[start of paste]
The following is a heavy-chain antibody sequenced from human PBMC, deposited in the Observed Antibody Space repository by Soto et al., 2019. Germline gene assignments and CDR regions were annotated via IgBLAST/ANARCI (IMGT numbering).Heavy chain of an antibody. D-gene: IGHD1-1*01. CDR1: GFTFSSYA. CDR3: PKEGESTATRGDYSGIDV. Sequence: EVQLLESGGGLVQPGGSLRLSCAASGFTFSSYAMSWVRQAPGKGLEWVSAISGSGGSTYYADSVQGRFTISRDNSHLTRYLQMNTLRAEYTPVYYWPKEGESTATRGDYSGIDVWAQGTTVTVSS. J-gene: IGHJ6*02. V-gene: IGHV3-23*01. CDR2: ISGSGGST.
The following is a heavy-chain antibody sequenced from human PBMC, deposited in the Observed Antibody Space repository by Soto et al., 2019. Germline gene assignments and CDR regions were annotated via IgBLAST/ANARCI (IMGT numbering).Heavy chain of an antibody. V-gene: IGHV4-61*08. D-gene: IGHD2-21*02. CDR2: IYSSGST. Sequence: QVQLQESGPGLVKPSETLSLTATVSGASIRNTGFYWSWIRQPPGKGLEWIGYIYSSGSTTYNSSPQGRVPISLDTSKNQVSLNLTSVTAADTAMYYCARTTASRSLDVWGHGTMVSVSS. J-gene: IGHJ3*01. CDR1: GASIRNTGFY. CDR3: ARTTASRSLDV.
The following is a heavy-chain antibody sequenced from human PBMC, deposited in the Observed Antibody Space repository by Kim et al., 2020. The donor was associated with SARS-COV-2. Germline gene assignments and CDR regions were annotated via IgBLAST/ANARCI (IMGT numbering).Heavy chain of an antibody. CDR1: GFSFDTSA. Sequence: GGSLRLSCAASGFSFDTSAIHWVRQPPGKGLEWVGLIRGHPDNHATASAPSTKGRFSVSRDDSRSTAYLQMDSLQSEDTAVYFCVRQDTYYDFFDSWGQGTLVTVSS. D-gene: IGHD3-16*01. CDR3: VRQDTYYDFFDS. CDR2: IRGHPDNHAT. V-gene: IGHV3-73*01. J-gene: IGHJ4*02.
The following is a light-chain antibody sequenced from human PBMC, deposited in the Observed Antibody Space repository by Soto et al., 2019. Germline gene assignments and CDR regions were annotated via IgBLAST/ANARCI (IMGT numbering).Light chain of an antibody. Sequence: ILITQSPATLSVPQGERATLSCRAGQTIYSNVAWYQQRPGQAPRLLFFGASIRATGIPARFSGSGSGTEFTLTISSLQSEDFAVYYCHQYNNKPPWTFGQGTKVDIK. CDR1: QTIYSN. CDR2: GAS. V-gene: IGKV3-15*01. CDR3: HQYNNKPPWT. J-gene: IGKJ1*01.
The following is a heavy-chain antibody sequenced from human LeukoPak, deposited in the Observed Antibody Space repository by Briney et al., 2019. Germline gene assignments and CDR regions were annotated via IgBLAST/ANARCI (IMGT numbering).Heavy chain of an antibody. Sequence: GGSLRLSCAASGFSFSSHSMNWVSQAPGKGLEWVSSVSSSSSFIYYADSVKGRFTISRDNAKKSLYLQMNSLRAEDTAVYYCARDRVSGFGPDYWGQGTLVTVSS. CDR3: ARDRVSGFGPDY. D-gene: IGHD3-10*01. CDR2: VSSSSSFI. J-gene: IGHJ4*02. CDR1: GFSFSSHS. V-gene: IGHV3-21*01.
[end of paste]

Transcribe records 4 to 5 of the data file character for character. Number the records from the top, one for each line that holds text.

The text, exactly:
The following is a light-chain antibody sequenced from human PBMC, deposited in the Observed Antibody Space repository by Soto et al., 2019. Germline gene assignments and CDR regions were annotated via IgBLAST/ANARCI (IMGT numbering).Light chain of an antibody. Sequence: ILITQSPATLSVPQGERATLSCRAGQTIYSNVAWYQQRPGQAPRLLFFGASIRATGIPARFSGSGSGTEFTLTISSLQSEDFAVYYCHQYNNKPPWTFGQGTKVDIK. CDR1: QTIYSN. CDR2: GAS. V-gene: IGKV3-15*01. CDR3: HQYNNKPPWT. J-gene: IGKJ1*01.
The following is a heavy-chain antibody sequenced from human LeukoPak, deposited in the Observed Antibody Space repository by Briney et al., 2019. Germline gene assignments and CDR regions were annotated via IgBLAST/ANARCI (IMGT numbering).Heavy chain of an antibody. Sequence: GGSLRLSCAASGFSFSSHSMNWVSQAPGKGLEWVSSVSSSSSFIYYADSVKGRFTISRDNAKKSLYLQMNSLRAEDTAVYYCARDRVSGFGPDYWGQGTLVTVSS. CDR3: ARDRVSGFGPDY. D-gene: IGHD3-10*01. CDR2: VSSSSSFI. J-gene: IGHJ4*02. CDR1: GFSFSSHS. V-gene: IGHV3-21*01.